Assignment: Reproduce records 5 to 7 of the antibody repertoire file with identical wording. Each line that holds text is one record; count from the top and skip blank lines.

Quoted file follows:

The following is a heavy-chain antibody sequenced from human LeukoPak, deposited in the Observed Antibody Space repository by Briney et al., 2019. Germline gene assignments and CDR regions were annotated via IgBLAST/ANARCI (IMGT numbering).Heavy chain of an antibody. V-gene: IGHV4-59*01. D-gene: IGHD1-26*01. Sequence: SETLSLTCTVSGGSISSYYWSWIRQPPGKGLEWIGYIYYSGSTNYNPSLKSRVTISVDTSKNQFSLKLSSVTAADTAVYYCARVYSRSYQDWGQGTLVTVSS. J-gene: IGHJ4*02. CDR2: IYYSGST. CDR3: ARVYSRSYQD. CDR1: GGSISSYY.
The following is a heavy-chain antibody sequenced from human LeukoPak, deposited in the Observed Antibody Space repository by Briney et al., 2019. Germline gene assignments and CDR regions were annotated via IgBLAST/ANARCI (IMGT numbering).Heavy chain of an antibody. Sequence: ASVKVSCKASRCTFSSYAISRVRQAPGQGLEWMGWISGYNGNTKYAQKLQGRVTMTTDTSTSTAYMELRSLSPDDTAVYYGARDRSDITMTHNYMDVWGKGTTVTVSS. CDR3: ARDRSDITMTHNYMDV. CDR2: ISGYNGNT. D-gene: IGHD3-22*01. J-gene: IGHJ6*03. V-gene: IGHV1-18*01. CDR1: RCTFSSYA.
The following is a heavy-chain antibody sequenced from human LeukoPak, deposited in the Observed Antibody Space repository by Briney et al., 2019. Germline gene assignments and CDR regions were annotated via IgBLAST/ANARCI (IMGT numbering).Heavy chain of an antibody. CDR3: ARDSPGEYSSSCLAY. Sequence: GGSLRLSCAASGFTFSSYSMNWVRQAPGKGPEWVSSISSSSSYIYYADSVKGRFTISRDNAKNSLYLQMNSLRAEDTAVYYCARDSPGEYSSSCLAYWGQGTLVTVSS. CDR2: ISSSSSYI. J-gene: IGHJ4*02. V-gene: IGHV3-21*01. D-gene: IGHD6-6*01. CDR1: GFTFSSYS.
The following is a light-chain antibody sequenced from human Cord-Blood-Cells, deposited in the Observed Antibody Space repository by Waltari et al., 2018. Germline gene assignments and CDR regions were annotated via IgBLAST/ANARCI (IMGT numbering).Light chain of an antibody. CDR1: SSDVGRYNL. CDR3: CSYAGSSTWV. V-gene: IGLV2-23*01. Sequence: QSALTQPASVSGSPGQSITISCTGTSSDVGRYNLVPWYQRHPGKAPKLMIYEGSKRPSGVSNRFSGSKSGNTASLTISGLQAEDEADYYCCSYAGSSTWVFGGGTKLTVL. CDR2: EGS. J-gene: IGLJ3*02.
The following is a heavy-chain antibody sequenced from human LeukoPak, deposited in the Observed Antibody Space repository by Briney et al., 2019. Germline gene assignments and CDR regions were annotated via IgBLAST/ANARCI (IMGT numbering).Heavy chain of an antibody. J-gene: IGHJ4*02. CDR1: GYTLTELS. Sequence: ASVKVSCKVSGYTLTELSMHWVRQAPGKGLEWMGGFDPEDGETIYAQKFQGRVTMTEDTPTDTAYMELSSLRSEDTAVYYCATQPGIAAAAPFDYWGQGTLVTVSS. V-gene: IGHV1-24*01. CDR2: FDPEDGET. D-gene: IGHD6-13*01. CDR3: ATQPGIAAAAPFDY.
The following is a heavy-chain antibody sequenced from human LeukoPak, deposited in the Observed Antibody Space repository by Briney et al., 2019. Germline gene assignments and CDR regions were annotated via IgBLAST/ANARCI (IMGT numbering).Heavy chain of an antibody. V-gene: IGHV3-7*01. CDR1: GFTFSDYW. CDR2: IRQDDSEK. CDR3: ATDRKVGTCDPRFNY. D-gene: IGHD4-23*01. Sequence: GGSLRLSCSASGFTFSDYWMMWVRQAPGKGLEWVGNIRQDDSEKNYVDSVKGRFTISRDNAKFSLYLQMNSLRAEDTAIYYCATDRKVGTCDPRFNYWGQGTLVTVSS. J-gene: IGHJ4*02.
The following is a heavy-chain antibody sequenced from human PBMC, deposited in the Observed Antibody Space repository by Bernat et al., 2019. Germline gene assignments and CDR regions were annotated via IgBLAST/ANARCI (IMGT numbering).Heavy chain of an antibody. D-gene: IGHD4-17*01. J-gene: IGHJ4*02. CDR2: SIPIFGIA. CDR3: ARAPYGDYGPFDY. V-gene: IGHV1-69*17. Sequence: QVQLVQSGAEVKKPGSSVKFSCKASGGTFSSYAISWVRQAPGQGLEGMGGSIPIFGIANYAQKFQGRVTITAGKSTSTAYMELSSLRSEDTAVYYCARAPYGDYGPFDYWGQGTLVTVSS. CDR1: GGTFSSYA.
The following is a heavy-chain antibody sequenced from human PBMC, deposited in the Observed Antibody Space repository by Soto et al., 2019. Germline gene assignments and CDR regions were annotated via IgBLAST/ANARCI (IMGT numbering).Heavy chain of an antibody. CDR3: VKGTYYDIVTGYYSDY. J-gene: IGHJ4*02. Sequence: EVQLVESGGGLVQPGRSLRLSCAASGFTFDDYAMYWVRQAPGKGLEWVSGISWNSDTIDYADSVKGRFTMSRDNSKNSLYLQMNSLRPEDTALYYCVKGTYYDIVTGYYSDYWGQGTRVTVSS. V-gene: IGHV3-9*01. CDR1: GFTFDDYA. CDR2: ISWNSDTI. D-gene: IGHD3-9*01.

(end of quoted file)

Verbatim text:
The following is a heavy-chain antibody sequenced from human LeukoPak, deposited in the Observed Antibody Space repository by Briney et al., 2019. Germline gene assignments and CDR regions were annotated via IgBLAST/ANARCI (IMGT numbering).Heavy chain of an antibody. J-gene: IGHJ4*02. CDR1: GYTLTELS. Sequence: ASVKVSCKVSGYTLTELSMHWVRQAPGKGLEWMGGFDPEDGETIYAQKFQGRVTMTEDTPTDTAYMELSSLRSEDTAVYYCATQPGIAAAAPFDYWGQGTLVTVSS. V-gene: IGHV1-24*01. CDR2: FDPEDGET. D-gene: IGHD6-13*01. CDR3: ATQPGIAAAAPFDY.
The following is a heavy-chain antibody sequenced from human LeukoPak, deposited in the Observed Antibody Space repository by Briney et al., 2019. Germline gene assignments and CDR regions were annotated via IgBLAST/ANARCI (IMGT numbering).Heavy chain of an antibody. V-gene: IGHV3-7*01. CDR1: GFTFSDYW. CDR2: IRQDDSEK. CDR3: ATDRKVGTCDPRFNY. D-gene: IGHD4-23*01. Sequence: GGSLRLSCSASGFTFSDYWMMWVRQAPGKGLEWVGNIRQDDSEKNYVDSVKGRFTISRDNAKFSLYLQMNSLRAEDTAIYYCATDRKVGTCDPRFNYWGQGTLVTVSS. J-gene: IGHJ4*02.
The following is a heavy-chain antibody sequenced from human PBMC, deposited in the Observed Antibody Space repository by Bernat et al., 2019. Germline gene assignments and CDR regions were annotated via IgBLAST/ANARCI (IMGT numbering).Heavy chain of an antibody. D-gene: IGHD4-17*01. J-gene: IGHJ4*02. CDR2: SIPIFGIA. CDR3: ARAPYGDYGPFDY. V-gene: IGHV1-69*17. Sequence: QVQLVQSGAEVKKPGSSVKFSCKASGGTFSSYAISWVRQAPGQGLEGMGGSIPIFGIANYAQKFQGRVTITAGKSTSTAYMELSSLRSEDTAVYYCARAPYGDYGPFDYWGQGTLVTVSS. CDR1: GGTFSSYA.